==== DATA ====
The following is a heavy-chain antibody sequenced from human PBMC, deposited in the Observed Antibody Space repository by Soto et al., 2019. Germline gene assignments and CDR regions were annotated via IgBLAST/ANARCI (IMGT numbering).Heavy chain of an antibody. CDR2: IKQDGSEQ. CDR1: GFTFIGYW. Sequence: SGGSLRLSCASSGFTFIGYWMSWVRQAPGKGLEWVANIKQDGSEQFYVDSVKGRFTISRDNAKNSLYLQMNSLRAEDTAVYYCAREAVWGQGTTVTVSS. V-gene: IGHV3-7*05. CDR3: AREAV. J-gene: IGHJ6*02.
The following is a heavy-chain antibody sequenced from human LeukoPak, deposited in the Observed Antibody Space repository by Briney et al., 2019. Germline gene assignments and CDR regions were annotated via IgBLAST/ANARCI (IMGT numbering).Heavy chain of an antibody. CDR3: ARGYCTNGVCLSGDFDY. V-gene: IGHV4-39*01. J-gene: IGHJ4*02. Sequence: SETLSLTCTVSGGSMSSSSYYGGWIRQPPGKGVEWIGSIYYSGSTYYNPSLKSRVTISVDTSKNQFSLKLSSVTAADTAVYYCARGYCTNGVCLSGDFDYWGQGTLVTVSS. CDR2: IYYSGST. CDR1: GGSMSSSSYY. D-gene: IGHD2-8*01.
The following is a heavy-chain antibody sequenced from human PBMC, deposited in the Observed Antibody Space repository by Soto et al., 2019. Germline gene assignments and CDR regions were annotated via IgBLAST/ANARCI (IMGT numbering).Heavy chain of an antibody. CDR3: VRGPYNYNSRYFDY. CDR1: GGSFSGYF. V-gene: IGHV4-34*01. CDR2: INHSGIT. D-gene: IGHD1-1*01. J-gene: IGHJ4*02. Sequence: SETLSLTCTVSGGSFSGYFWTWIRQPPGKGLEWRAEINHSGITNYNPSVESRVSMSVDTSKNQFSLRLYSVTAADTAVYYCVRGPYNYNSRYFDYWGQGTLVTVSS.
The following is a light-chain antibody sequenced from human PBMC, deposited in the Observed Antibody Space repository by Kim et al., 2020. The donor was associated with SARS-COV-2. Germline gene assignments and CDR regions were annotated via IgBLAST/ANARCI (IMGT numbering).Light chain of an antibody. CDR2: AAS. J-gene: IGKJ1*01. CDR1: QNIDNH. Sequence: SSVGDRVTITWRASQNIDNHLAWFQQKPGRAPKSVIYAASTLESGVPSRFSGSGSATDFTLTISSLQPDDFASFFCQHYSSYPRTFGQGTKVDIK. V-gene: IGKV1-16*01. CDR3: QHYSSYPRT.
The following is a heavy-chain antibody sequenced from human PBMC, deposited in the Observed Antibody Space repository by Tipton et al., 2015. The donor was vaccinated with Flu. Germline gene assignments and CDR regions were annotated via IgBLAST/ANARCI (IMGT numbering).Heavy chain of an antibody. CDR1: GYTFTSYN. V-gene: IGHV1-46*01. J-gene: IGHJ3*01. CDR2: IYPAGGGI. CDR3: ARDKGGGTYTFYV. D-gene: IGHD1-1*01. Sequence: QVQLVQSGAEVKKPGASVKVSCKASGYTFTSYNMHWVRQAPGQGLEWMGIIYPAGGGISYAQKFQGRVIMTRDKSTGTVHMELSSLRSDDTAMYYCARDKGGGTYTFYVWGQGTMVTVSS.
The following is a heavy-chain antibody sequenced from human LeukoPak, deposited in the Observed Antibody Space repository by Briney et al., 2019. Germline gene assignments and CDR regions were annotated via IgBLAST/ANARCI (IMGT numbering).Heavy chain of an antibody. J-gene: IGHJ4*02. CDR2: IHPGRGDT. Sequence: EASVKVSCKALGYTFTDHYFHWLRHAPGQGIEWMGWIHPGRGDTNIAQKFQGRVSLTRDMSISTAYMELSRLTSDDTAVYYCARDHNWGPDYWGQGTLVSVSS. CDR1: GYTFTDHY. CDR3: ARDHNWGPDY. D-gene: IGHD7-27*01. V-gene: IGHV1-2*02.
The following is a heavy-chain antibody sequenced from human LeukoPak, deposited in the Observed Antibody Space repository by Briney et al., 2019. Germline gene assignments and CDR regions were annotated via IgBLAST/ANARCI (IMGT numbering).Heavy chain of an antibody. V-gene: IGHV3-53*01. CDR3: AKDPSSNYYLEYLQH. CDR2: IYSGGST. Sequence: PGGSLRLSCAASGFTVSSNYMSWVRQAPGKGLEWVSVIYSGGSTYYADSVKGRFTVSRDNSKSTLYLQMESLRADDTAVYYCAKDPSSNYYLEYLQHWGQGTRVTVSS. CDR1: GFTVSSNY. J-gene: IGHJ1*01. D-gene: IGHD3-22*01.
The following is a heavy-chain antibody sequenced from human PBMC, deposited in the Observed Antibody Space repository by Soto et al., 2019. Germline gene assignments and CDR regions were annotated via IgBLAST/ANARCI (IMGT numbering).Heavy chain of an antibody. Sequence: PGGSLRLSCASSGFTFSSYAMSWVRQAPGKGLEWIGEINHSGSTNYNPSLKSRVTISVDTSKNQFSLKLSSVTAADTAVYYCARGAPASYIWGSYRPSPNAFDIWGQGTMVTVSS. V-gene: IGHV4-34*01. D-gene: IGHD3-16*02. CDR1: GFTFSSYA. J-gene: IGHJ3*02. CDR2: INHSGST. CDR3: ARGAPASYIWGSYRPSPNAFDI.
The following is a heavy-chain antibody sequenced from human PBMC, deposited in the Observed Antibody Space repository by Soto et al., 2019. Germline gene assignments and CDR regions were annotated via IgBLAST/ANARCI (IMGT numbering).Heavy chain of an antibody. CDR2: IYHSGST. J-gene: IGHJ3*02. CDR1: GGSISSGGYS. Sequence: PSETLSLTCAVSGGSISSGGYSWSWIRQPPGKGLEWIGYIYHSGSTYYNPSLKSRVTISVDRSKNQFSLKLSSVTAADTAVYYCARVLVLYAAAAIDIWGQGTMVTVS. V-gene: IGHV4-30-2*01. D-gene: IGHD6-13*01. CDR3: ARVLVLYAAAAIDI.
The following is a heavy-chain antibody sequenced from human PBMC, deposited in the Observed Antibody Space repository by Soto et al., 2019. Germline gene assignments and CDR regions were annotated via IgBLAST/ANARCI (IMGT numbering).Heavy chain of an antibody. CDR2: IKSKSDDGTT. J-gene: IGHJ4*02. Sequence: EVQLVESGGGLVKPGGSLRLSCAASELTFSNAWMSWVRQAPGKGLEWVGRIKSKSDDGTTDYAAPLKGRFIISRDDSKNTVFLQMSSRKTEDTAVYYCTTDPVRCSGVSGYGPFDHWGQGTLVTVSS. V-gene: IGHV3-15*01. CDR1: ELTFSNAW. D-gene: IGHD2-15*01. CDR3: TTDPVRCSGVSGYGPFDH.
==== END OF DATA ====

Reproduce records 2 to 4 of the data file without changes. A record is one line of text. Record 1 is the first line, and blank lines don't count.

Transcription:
The following is a heavy-chain antibody sequenced from human LeukoPak, deposited in the Observed Antibody Space repository by Briney et al., 2019. Germline gene assignments and CDR regions were annotated via IgBLAST/ANARCI (IMGT numbering).Heavy chain of an antibody. CDR3: ARGYCTNGVCLSGDFDY. V-gene: IGHV4-39*01. J-gene: IGHJ4*02. Sequence: SETLSLTCTVSGGSMSSSSYYGGWIRQPPGKGVEWIGSIYYSGSTYYNPSLKSRVTISVDTSKNQFSLKLSSVTAADTAVYYCARGYCTNGVCLSGDFDYWGQGTLVTVSS. CDR2: IYYSGST. CDR1: GGSMSSSSYY. D-gene: IGHD2-8*01.
The following is a heavy-chain antibody sequenced from human PBMC, deposited in the Observed Antibody Space repository by Soto et al., 2019. Germline gene assignments and CDR regions were annotated via IgBLAST/ANARCI (IMGT numbering).Heavy chain of an antibody. CDR3: VRGPYNYNSRYFDY. CDR1: GGSFSGYF. V-gene: IGHV4-34*01. CDR2: INHSGIT. D-gene: IGHD1-1*01. J-gene: IGHJ4*02. Sequence: SETLSLTCTVSGGSFSGYFWTWIRQPPGKGLEWRAEINHSGITNYNPSVESRVSMSVDTSKNQFSLRLYSVTAADTAVYYCVRGPYNYNSRYFDYWGQGTLVTVSS.
The following is a light-chain antibody sequenced from human PBMC, deposited in the Observed Antibody Space repository by Kim et al., 2020. The donor was associated with SARS-COV-2. Germline gene assignments and CDR regions were annotated via IgBLAST/ANARCI (IMGT numbering).Light chain of an antibody. CDR2: AAS. J-gene: IGKJ1*01. CDR1: QNIDNH. Sequence: SSVGDRVTITWRASQNIDNHLAWFQQKPGRAPKSVIYAASTLESGVPSRFSGSGSATDFTLTISSLQPDDFASFFCQHYSSYPRTFGQGTKVDIK. V-gene: IGKV1-16*01. CDR3: QHYSSYPRT.